“But there’s a lot more going on” in insurance. “It’s just handling it, it’s touching” the business,” he said, explaining what else is involved. He added, “I think there’s as much activity around that and the cost there [of handling business] as there is it is about the ultimate decision-making” around accepting risk.
“It isn’t just big data, it is technology. And the great innovations are usually process more than they are something new and different.”
Berkley noted that in the absence of big data, “the way we use information—financial or actuarial—is looking in a rear view mirror. What big data is allowing us to do is to aggregate and combine information in varying ways that lets us do a better job in looking ahead.”
In turn, the industry can create “models that give us better capacity to forecast,” he said, adding that more increased confidence in the ability to forecast “attracts this capital we’re talking about.” Uncertainty and “the volatility of outcomes is what keeps external capital out of the business,” he explained.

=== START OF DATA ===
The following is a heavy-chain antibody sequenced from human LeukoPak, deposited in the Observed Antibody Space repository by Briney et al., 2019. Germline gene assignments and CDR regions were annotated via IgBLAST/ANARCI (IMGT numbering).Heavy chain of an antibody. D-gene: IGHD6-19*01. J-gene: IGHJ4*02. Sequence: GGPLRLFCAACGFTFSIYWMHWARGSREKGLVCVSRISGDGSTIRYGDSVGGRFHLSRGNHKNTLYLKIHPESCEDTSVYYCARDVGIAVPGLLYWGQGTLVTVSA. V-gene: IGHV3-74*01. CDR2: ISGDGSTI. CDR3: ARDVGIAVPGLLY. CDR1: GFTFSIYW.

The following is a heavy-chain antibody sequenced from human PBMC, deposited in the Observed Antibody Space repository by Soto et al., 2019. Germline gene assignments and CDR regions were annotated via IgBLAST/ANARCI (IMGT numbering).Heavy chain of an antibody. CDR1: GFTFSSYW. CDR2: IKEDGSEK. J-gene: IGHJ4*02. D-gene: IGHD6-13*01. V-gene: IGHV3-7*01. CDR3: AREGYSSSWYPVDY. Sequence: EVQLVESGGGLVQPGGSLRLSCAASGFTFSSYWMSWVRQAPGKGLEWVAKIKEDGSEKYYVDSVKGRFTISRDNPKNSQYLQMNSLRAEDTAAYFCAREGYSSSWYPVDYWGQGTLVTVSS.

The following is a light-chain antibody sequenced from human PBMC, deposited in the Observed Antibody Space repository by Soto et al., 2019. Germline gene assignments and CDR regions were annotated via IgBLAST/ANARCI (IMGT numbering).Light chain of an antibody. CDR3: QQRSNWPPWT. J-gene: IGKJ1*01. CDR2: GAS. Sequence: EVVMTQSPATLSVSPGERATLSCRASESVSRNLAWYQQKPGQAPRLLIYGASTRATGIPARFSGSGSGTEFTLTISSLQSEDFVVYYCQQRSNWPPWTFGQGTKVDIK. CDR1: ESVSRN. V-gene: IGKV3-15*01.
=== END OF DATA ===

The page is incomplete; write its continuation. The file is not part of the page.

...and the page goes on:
“As you get more predictive modeling capacity, and [as that attracts] more capital, you will start to see changes because people [supplying the capital] now say, ‘What else can we do? How do we compete? How do we add more value to the customer?'”
“It’s not a question of if, it’s a question of when that intermediary chunk—the cost associated with that—when is that going to have to change,” Berkley said. “That can be as quickly as every contract that you issue says all claims will be arbitrated. You suddenly change the economics.”
Addressing a different question—about opportunities in the industry—Duperreault seemed to sum up the conflicting messages of the three-day actuarial meeting. “This whole world of capital, data, potential disruption is either the scariest thing you ever heard of in your life or a wonderful opportunity,” he said urging actuaries in the audience to look beyond the time tested techniques of the actuarial profession.